While some analysts don’t expect the move to disrupt the market to a truly remarkable extent, it has sparked plenty of speculation about Amazon’s strategy for vehicle sales, but that spark may not catch. A Bloomberg survey found that the “trust factor” just isn’t there for vehicle buys, citing the absence of brand loyalty and personal interaction. Another speed bump? The reluctance on the part of many financing companies to accept digital signatures, citing the possibility for fraud.

The Holodeck Mall

Imagine walking down the street past someone wearing a jacket that catches your eye. With one look, your augmented reality sunglasses engage the embedded sensors in the jacket’s fabric and sends all the information you need—sizes, colors, price and delivery options—to your smartphone, where you purchase it with a tap without missing a step.

PayPal is moving closer to making that scenario a reality. The electronic payment pioneer has filed a patent for the development of augmented reality (AR) technology that will let consumers buy what they see as they see it.

According to Upload, who initially reported the story, the technology enables human engagement with a specific object. They note that because the patent has no provision for the creation of a headset, that may open the doors for VR hardware manufacturers to create new styles of equipment to go with the system.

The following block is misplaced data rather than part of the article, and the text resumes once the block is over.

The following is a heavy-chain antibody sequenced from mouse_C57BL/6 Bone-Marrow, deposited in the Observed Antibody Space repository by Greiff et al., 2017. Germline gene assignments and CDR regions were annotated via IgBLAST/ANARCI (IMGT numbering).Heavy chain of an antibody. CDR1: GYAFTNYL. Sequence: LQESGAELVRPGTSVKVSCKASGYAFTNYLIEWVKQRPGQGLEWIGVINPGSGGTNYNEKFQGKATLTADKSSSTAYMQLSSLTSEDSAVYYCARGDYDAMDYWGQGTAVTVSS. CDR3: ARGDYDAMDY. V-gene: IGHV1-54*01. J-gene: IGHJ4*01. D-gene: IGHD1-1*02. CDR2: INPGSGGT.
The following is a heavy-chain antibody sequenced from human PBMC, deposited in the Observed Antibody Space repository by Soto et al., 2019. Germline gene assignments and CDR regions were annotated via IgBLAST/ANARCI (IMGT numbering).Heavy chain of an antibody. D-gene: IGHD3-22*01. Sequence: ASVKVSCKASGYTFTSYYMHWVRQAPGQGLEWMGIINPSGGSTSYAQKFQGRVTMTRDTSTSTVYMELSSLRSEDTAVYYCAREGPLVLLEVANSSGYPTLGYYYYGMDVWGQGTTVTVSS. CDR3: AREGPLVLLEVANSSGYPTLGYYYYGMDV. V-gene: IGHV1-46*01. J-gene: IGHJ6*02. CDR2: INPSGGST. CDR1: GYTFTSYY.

Walmart’s dive into immersive technologies may be taking place behind the scenes, but it’s helping to reshape one of retail’s costliest aspects: employee training. At 30 Walmart Academy training centers, virtual reality (VR) recreates scenarios that aren’t easy to replicate in the classroom or field, such as managing Black Friday mayhem.

The VR component enhances training’s effectiveness, inspires higher levels of employee engagement, and eliminates the need for certain facets of real-time in-store training that may detract from customers’ shopping experiences.

Using VR technology from Strivr, Walmart joins a cadre of sports teams who successfully use the technology to perfect their players’ performance on the field, the ice, or the pitch. Walmart plans to roll out the program to the remainder of their training academies by the end of 2017.


Shopping in Close Proximity

Proximity marketing technologies aren’t exactly new, but the way retailers are employing them are. With a generation of millennial shoppers affixed to their smartphones, and a generation of digital natives about to flex their purchasing power, proximity technologies give retailers an opportunity to capture attention and steer customers to buy.